Date: 2006
  13. By: Maluccio, John A.; Hoddinott, John; Behrman, Jere R.; Martorell, Reynaldo; Quisumbing, Agnes R.; Stein, Aryeh D.
    Abstract: "Early childhood nutrition is thought to have important effects on education, broadly defined to include various forms of learning. We advance beyond previous literature on early childhood nut ition on education in developing countries by (1) using unique longitudinal data from a nutritional experiment with lifetime educational measures; (2) avoiding confounding the estimates by excluding potentially endogenous right-side variables; and (3) using estimators that allow for nonnormal distributions. Our results indicate significantly positive, and fairly substantial, effects of the randomized intervention a quarter century after it ended: increased grade attainment by women, via increased likelihood of entering and completing primary school and some secondary school; speedier grade progression by women; higher scores on cognitive tests for both men and women; and higher scores on educational achievement tests for both men and women. To account for possible biases in the calculation of standard errors and to control for sample attrition, alternative estimations were run and found to be robust." Authors' Abstract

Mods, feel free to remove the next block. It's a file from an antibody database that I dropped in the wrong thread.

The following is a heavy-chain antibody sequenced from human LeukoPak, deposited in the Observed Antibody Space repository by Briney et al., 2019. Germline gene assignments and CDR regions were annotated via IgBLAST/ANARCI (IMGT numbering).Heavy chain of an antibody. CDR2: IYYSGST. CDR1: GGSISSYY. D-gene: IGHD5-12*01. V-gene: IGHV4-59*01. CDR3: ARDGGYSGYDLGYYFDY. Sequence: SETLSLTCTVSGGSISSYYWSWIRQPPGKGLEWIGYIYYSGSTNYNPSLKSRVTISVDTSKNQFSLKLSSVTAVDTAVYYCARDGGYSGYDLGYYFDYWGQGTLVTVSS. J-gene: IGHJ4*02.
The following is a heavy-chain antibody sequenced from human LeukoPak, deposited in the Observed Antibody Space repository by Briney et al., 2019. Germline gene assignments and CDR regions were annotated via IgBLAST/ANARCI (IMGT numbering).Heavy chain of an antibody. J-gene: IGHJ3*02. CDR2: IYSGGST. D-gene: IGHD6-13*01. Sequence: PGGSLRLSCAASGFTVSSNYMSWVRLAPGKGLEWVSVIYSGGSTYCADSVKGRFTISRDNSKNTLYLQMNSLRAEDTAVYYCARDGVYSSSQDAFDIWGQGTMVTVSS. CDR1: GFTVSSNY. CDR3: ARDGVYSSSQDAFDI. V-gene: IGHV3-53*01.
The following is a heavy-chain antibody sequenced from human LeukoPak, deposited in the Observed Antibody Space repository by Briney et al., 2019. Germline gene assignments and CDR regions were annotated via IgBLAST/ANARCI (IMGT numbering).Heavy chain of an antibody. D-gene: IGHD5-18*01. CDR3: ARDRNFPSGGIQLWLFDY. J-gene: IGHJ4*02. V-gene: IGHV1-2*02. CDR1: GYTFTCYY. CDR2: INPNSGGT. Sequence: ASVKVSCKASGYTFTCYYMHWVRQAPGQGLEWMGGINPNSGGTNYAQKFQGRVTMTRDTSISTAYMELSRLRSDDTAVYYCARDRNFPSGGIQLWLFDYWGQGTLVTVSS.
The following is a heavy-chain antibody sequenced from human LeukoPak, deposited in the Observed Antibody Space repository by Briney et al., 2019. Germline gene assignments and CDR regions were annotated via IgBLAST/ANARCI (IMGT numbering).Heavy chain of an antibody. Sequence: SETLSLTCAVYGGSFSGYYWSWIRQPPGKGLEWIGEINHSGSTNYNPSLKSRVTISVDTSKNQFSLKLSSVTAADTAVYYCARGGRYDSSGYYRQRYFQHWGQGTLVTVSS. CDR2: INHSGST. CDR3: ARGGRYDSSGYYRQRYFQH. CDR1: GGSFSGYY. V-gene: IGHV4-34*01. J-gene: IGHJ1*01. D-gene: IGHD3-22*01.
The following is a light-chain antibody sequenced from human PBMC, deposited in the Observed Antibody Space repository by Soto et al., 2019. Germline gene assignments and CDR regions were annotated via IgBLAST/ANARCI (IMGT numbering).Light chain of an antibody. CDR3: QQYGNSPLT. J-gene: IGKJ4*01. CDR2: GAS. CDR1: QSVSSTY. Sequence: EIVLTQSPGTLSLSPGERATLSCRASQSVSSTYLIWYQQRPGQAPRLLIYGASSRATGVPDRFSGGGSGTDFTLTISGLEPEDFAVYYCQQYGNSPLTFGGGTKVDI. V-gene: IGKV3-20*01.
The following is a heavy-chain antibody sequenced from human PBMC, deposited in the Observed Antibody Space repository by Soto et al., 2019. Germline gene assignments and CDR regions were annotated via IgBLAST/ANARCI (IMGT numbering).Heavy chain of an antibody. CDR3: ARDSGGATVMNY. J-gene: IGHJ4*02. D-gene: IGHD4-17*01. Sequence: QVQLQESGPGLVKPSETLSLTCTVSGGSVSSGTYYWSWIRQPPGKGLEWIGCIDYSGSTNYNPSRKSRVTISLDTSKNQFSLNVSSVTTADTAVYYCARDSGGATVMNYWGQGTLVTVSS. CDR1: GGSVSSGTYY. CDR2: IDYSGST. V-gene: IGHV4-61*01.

Keywords: malnutrition, Children, Education, Early childhood nutrition, Nutritional intervention,
    Date: 2006